However, if there is a glider stream present from either the west or the south, then we'll hit the LWSS stream that's been generated and remove it---and as a result, it won't get bounced around and won't eventually prevent anything from leaving.
The magic piece of this construction is this conversion object that accepts a LWSS and converts it into a glider. I've used it twice here: once to turn the LWSS stream from the west into a glider heading south, and once to turn the LWSS stream that's being generated on the bottom and converting it into a glider stream.
I ended up building a lot of other gates that I'll use later. But just to show what kinds of things can help, here I'll make an XOR gate. Normally this would require a lot of space to implement (five proper gates, several rotation gates, contained in a 5 by 5 grid). By making a few more special purpose gates (like the XOR gate) it'll be much easier to build good circuits.
This one is actually really similar to the OR gate above. Normally the glider gun gets reflected twice and prevents the LWSS in the center from doing anything.
If a LWSS stream comes from the south, then it gets first converted into a glider stream, and then gets converted back into a LWSS stream (but rotated by 90 degrees). It then collides with the main glider gun that will prevent it from causing a collision with the final LWSS stream and so we get an output.
When both the south and west LWSS streams are active, then we see why the construction had to be complicated.
The LWSS stream from the south gets converted into a glider stream, and then it actually collides with the LWSS stream from the west. This both (1) prevents it from getting rotated and hitting the glider stream from the top, but also (2) prevents the other stream from the west from doing the same. As a result, we end up in the same place as if there was no input and the glider stream gets rotated twice an then hits the output preventing anything from happening.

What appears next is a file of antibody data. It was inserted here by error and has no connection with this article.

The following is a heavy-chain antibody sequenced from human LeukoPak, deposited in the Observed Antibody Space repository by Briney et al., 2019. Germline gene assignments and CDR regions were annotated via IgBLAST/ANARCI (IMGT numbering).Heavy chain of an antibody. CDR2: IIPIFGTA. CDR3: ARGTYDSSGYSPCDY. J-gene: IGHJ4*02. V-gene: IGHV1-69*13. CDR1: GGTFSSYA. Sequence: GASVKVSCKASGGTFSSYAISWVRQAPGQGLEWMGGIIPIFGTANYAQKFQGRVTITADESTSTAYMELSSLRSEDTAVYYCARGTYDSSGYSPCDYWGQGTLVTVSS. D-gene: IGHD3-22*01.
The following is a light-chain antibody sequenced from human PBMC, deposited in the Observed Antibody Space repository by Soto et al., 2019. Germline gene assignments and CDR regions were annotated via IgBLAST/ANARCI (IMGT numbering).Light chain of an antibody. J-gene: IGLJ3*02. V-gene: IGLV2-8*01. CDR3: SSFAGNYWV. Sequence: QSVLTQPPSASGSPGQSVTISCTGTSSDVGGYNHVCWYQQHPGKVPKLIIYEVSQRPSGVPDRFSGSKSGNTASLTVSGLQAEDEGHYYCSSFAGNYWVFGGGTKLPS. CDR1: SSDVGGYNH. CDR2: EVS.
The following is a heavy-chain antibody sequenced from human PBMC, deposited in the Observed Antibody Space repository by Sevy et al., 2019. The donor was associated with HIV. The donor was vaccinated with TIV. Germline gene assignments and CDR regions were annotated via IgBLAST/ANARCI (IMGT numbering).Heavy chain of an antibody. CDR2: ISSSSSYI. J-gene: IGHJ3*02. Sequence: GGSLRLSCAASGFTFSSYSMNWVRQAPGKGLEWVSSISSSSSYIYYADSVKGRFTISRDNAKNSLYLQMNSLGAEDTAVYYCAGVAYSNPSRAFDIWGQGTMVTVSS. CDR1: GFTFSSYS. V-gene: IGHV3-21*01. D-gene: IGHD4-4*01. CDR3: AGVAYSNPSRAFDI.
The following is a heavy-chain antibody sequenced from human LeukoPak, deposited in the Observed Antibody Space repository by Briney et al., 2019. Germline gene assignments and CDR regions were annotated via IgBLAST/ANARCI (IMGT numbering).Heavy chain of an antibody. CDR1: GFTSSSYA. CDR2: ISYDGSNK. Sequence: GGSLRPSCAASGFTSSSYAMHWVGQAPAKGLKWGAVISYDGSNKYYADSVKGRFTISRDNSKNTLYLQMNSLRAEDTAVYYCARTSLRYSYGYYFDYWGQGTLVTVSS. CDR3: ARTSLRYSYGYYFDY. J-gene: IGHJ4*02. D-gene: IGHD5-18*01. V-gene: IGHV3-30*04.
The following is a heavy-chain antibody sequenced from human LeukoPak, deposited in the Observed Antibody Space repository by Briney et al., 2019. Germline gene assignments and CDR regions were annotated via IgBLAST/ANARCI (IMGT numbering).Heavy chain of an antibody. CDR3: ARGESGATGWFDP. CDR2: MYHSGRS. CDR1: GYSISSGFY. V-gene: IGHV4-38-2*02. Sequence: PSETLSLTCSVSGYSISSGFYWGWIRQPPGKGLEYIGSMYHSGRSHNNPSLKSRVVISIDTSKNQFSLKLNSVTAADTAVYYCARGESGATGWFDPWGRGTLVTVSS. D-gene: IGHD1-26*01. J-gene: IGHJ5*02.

The ability to build one-off gates quickly is something that will be useful next time, when we realize that we'll need a few more special purpose gates to save space. But let's not get ahead of ourself.
Better circuit constructions
Now that we have a more efficient set of primitives, and a way to create them more easily, let's build something with them. As we did last time, I'll start with a D flip-flop for all the same reasons: it's simple, but also quite useful.
My last last flip-flop that fit in a 25-block by 25-block grid---and 270 cells wide this takes 4860 cells on each axis which means we need 23 million cells for just this one basic operation.
This flip flop fits in a 4-block by 4-block grid, with the grid size now at just 150 cells per gate, which makes the total flip flop fit in just 360,000 cell---63 times smaller. And remember---the gliders even travel twice as fast, so we're at roughly 120 times more efficient. (Now, it's important to note that because we simulate the game of life with hashlife, our runtime isn't directly proportional to the grid size, because we can rely on caching to speed things up.)